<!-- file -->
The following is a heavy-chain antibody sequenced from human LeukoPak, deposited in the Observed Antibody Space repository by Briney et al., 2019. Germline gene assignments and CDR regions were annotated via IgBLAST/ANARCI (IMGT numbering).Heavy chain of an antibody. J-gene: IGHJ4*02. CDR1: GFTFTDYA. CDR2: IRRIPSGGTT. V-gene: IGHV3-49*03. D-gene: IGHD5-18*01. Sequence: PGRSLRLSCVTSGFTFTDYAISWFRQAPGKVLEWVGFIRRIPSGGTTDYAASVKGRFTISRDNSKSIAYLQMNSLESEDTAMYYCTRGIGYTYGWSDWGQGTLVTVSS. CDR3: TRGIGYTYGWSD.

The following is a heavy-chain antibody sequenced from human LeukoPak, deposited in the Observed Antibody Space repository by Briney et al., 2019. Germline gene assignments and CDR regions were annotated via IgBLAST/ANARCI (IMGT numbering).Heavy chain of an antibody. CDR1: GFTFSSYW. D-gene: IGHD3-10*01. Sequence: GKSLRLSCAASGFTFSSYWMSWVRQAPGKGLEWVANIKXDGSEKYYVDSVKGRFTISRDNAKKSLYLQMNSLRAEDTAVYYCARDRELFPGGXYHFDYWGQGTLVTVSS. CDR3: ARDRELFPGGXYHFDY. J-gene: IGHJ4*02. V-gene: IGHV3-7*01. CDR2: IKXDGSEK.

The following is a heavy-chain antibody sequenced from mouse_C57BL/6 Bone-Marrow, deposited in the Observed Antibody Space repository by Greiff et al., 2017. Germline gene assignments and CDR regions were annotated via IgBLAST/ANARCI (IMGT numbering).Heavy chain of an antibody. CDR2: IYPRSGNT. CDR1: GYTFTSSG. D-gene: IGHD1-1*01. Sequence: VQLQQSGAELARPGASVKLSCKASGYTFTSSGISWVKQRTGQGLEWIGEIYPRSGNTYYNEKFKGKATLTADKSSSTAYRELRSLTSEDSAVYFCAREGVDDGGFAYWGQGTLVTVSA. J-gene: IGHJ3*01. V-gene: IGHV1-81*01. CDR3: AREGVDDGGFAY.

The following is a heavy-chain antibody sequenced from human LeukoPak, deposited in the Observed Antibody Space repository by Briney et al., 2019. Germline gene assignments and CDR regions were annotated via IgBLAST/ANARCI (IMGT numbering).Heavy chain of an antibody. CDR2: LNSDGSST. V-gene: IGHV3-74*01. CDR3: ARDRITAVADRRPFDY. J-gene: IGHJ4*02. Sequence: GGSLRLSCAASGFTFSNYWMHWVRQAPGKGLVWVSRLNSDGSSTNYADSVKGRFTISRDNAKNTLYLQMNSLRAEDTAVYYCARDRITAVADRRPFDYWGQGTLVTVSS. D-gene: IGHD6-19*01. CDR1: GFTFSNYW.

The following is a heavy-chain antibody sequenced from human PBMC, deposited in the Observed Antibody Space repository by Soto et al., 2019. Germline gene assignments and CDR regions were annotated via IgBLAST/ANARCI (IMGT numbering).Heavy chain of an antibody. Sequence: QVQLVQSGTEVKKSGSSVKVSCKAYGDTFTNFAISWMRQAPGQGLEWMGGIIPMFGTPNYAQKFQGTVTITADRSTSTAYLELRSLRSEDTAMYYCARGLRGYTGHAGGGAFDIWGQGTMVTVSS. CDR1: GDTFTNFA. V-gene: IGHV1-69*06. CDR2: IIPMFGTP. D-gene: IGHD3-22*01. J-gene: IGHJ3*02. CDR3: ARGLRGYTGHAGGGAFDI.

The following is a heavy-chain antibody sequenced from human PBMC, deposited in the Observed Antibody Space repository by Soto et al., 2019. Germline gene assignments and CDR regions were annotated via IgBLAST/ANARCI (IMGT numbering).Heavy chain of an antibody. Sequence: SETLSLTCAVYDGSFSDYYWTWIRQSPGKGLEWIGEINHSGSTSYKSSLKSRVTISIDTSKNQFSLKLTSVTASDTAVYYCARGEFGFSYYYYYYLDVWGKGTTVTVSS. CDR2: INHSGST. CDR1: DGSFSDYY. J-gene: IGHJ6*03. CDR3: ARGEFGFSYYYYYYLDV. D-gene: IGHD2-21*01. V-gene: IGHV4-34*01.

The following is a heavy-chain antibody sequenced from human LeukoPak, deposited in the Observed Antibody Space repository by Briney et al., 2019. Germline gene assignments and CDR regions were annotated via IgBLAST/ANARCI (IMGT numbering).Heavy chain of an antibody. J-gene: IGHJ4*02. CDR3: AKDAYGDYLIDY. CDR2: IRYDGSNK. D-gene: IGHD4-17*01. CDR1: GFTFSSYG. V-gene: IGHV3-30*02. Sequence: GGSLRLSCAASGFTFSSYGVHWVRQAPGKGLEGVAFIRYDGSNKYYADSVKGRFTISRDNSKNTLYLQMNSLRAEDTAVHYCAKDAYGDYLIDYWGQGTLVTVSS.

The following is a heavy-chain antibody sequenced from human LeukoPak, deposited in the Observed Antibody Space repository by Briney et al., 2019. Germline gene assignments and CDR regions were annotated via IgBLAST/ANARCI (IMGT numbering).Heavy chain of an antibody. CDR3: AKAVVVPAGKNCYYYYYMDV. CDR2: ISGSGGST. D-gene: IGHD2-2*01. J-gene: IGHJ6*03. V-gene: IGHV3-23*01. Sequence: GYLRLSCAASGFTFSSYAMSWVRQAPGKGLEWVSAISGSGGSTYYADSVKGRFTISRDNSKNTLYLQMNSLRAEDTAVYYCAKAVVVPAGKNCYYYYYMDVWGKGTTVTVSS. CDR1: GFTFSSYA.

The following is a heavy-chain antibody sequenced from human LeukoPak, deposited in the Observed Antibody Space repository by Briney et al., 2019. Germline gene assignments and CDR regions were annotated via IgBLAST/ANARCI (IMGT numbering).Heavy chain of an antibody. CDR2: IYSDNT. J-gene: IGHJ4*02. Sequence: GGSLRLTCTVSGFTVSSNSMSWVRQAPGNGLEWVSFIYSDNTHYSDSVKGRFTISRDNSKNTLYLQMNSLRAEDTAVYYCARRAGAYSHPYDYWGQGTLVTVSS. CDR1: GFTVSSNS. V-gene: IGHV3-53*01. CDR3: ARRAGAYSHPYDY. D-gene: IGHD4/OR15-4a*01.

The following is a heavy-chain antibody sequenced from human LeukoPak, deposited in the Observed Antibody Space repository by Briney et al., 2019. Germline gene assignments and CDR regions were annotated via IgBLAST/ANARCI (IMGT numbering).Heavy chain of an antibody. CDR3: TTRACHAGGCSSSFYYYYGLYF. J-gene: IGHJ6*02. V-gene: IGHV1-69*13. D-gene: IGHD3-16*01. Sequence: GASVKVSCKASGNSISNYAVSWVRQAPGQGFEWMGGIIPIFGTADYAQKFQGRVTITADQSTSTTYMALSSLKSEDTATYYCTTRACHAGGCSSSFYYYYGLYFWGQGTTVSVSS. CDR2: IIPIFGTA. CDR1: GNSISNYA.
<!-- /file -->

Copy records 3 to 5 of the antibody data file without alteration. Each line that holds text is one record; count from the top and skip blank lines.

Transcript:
The following is a heavy-chain antibody sequenced from mouse_C57BL/6 Bone-Marrow, deposited in the Observed Antibody Space repository by Greiff et al., 2017. Germline gene assignments and CDR regions were annotated via IgBLAST/ANARCI (IMGT numbering).Heavy chain of an antibody. CDR2: IYPRSGNT. CDR1: GYTFTSSG. D-gene: IGHD1-1*01. Sequence: VQLQQSGAELARPGASVKLSCKASGYTFTSSGISWVKQRTGQGLEWIGEIYPRSGNTYYNEKFKGKATLTADKSSSTAYRELRSLTSEDSAVYFCAREGVDDGGFAYWGQGTLVTVSA. J-gene: IGHJ3*01. V-gene: IGHV1-81*01. CDR3: AREGVDDGGFAY.

The following is a heavy-chain antibody sequenced from human LeukoPak, deposited in the Observed Antibody Space repository by Briney et al., 2019. Germline gene assignments and CDR regions were annotated via IgBLAST/ANARCI (IMGT numbering).Heavy chain of an antibody. CDR2: LNSDGSST. V-gene: IGHV3-74*01. CDR3: ARDRITAVADRRPFDY. J-gene: IGHJ4*02. Sequence: GGSLRLSCAASGFTFSNYWMHWVRQAPGKGLVWVSRLNSDGSSTNYADSVKGRFTISRDNAKNTLYLQMNSLRAEDTAVYYCARDRITAVADRRPFDYWGQGTLVTVSS. D-gene: IGHD6-19*01. CDR1: GFTFSNYW.

The following is a heavy-chain antibody sequenced from human PBMC, deposited in the Observed Antibody Space repository by Soto et al., 2019. Germline gene assignments and CDR regions were annotated via IgBLAST/ANARCI (IMGT numbering).Heavy chain of an antibody. Sequence: QVQLVQSGTEVKKSGSSVKVSCKAYGDTFTNFAISWMRQAPGQGLEWMGGIIPMFGTPNYAQKFQGTVTITADRSTSTAYLELRSLRSEDTAMYYCARGLRGYTGHAGGGAFDIWGQGTMVTVSS. CDR1: GDTFTNFA. V-gene: IGHV1-69*06. CDR2: IIPMFGTP. D-gene: IGHD3-22*01. J-gene: IGHJ3*02. CDR3: ARGLRGYTGHAGGGAFDI.